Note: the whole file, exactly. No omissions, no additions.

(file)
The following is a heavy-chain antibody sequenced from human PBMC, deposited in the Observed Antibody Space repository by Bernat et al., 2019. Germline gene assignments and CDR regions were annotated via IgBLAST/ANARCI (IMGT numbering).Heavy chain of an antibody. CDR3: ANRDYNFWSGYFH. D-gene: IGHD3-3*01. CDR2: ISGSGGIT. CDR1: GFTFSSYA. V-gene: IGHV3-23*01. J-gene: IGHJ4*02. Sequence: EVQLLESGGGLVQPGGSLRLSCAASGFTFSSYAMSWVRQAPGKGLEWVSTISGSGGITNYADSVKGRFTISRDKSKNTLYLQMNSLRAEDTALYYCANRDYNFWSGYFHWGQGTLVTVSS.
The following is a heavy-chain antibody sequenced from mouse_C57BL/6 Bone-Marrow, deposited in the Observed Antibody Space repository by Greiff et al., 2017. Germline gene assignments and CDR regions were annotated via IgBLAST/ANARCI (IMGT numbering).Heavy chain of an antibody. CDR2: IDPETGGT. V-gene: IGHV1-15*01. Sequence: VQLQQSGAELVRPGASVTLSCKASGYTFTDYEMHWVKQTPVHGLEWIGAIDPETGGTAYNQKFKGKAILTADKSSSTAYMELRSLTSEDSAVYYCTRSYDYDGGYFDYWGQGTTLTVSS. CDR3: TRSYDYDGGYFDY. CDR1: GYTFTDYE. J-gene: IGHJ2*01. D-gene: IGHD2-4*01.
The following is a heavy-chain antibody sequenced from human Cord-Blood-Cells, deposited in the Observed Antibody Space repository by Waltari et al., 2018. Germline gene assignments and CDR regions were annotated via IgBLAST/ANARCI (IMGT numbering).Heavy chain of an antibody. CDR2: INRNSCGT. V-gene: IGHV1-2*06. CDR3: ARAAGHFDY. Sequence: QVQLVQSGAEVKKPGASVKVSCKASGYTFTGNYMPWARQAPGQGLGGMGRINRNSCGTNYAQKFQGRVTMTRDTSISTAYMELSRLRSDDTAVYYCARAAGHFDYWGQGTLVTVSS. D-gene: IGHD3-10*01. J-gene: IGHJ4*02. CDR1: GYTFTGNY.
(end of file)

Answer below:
The following is a heavy-chain antibody sequenced from human PBMC, deposited in the Observed Antibody Space repository by Bernat et al., 2019. Germline gene assignments and CDR regions were annotated via IgBLAST/ANARCI (IMGT numbering).Heavy chain of an antibody. CDR3: ANRDYNFWSGYFH. D-gene: IGHD3-3*01. CDR2: ISGSGGIT. CDR1: GFTFSSYA. V-gene: IGHV3-23*01. J-gene: IGHJ4*02. Sequence: EVQLLESGGGLVQPGGSLRLSCAASGFTFSSYAMSWVRQAPGKGLEWVSTISGSGGITNYADSVKGRFTISRDKSKNTLYLQMNSLRAEDTALYYCANRDYNFWSGYFHWGQGTLVTVSS.
The following is a heavy-chain antibody sequenced from mouse_C57BL/6 Bone-Marrow, deposited in the Observed Antibody Space repository by Greiff et al., 2017. Germline gene assignments and CDR regions were annotated via IgBLAST/ANARCI (IMGT numbering).Heavy chain of an antibody. CDR2: IDPETGGT. V-gene: IGHV1-15*01. Sequence: VQLQQSGAELVRPGASVTLSCKASGYTFTDYEMHWVKQTPVHGLEWIGAIDPETGGTAYNQKFKGKAILTADKSSSTAYMELRSLTSEDSAVYYCTRSYDYDGGYFDYWGQGTTLTVSS. CDR3: TRSYDYDGGYFDY. CDR1: GYTFTDYE. J-gene: IGHJ2*01. D-gene: IGHD2-4*01.
The following is a heavy-chain antibody sequenced from human Cord-Blood-Cells, deposited in the Observed Antibody Space repository by Waltari et al., 2018. Germline gene assignments and CDR regions were annotated via IgBLAST/ANARCI (IMGT numbering).Heavy chain of an antibody. CDR2: INRNSCGT. V-gene: IGHV1-2*06. CDR3: ARAAGHFDY. Sequence: QVQLVQSGAEVKKPGASVKVSCKASGYTFTGNYMPWARQAPGQGLGGMGRINRNSCGTNYAQKFQGRVTMTRDTSISTAYMELSRLRSDDTAVYYCARAAGHFDYWGQGTLVTVSS. D-gene: IGHD3-10*01. J-gene: IGHJ4*02. CDR1: GYTFTGNY.